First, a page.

An Overview of Narcolepsy

Excessive Sleepiness May Be Due to a Neurologic Condition

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Narcolepsy was first described by the French physician Jean Gelineau in 1880, and even though it is thought to affect about 1 in 2,000 people, it is one of the least understood sleep disorders.

Narcolepsy can lead to profoundly disabling symptoms, ranging from sudden attacks of sleepiness to muscle weakness, called cataplexy, that may lead to a person collapsing on the floor.

Diagnosis of narcolepsy requires a medical history and physical exam, as well as studies to access a person's sleep patterns during the day and at night. The treatment of narcolepsy usually involves a combination of medication and behavior strategies, like maintaining a regular sleep schedule.

Symptoms

The symptoms of narcolepsy usually begin in a person's teens or early twenties, but they may rarely first occur in childhood or even late adulthood.

There are four main symptoms of narcolepsy—although, only one in three people with narcolepsy has all four.

Daytime Sleepiness

Every person with narcolepsy experiences excessive daytime sleepiness, where they doze off at random times during the day when they should be awake. Sometimes this occurs without much warning, which can, unfortunately, lead to injury.

Keep in Mind

People with narcolepsy do not sleep more than healthy individuals—their sleep-wake patterns are simply disrupted.

Cataplexy

Cataplexy occurs when a person experiences sudden, short-lived loss of voluntary muscle tone (weakness) while awake. This weakness is emotionally-triggered, meaning its onset occurs when a person is feeling a strong emotion, like laughter, anger, or surprise.

Important Point

Since cataplexy is not known to occur in any other disorder, its presence is strongly suggestive of a narcolepsy diagnosis.

The weakness of cataplexy usually begins in the face and then moves to the knees. It may result in jaw-dropping, head nodding, knees sagging, limping, and in severe cases, falling. The good news is that the weakness is transient, with episodes usually lasting from a few seconds to a few minutes.

Interestingly, the presence of cataplexy in a person with narcolepsy defines whether or not they have type 1 or type 2 narcolepsy. Type 1 narcolepsy means a person experiences cataplexy, whereas type 2 (which is less well studied) involves narcolepsy without cataplexy.

Hallucinations

People with narcolepsy may experience intense, vivid hallucinations while awake but transitioning to sleep (called hypnagogic hallucinations). These hallucinations occur as a result of the brain generating dreams while awake.

Definition

A hallucination means that a person may see, hear, or feel things that are not really there.

Sleep Paralysis

Sleep paralysis means that a person cannot move or speak for one to two minutes right after waking up. This may also happen just prior to falling asleep. Sometimes the paralysis is accompanied by hallucinations or a feeling of suffocation, which can be extremely frightening.

Other

In addition to the above symptoms, many people with narcolepsy suffer from psychiatric problems, like depression and/or anxiety. If you are experiencing symptoms of depression (for example, feeling sad all the time or losing interest in activities you once enjoyed) or experiencing symptoms of anxiety (for example, worrying all the time or enduring panic attacks) be sure to talk with your doctor.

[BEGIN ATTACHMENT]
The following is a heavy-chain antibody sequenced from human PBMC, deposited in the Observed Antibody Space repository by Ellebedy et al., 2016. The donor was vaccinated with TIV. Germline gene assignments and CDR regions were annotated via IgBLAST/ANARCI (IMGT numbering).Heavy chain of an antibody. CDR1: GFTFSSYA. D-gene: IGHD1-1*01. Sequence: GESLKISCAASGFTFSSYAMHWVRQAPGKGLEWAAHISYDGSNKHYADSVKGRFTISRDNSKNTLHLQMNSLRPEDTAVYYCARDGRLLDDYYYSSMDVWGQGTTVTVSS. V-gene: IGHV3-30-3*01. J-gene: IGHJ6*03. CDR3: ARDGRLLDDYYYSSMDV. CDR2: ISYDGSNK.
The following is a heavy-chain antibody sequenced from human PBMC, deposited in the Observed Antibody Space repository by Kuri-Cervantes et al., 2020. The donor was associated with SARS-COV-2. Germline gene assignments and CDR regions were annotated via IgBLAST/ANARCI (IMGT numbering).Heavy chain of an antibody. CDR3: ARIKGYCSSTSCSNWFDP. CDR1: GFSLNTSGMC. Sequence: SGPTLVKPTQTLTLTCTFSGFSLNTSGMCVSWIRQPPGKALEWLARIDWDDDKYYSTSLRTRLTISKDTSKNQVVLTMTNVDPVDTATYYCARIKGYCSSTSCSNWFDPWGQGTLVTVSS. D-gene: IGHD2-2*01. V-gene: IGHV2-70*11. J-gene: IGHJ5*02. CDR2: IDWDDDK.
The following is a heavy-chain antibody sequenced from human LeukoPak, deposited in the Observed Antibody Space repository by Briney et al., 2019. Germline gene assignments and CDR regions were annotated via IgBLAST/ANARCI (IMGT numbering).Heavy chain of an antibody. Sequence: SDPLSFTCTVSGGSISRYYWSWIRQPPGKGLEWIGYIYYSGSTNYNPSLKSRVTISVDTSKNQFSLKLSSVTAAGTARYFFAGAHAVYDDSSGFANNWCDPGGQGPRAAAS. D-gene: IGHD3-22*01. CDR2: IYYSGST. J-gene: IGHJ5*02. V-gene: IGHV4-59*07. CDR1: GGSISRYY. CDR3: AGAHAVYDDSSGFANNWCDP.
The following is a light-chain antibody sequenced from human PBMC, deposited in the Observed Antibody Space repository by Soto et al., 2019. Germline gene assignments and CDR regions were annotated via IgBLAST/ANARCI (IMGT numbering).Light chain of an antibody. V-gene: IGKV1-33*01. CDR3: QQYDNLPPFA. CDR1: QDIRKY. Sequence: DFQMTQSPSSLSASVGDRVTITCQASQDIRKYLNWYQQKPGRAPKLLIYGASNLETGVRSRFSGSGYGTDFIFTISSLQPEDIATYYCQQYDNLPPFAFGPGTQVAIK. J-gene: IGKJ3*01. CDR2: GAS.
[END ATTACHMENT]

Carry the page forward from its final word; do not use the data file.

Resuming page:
Obesity is also common in narcolepsy and is believed to be related to hypocretin deficiency.

Cause

Narcolepsy appears to occur because of a loss of the chemical hypocretin (also called orexin) in an area of the brain called the hypothalamus. Hypocretin is thought to promote wakefulness and maintain normal muscle tone, so it makes sense that its loss would lead to sleepiness and the sudden weakness seen in cataplexy.

An Autoimmune Process

It is thought that the body's immune system, which typically is responsible for fighting infection, may target and destroy hypocretin-containing neurons (nerve cells), which research has found are lost in 85 to 95 percent of people with narcolepsy.

Why a person's immune system turns against these neurons in the brain remains unclear. Many experts suspect that an infection (typically a cold or flu) may trigger the body to react against itself in genetically-susceptible individuals.

Notable Finding

Interestingly, certain vaccines may play a role as well in the development of narcolepsy. In fact, an increased risk of narcolepsy was found following vaccination with Pandemrix, a monovalent H1N1 influenza vaccine produced for the 2009-2010 flu season and only used in Europe. Use of this vaccine has since been halted.

Besides autoimmunity, narcolepsy may also be caused by rare lesions within the brain that result because of tumors, strokes, or other inflammatory insults.

Finally, there is likely a genetic component to narcolepsy, as this disorder is found among family members. Although the environment plays a critical role, as research has found that only about 25 percent of identical twins will both have narcolepsy.

Diagnosis

If you believe you may be suffering from narcolepsy, your doctor, usually a sleep specialist, will first perform a medical history and physical exam. Then, various sleep tests may be recommended to clinch the diagnosis of narcolepsy or evaluate for other sleep disorders.

Medical History

During your appointment, the doctor will start by asking you several questions about your sleep.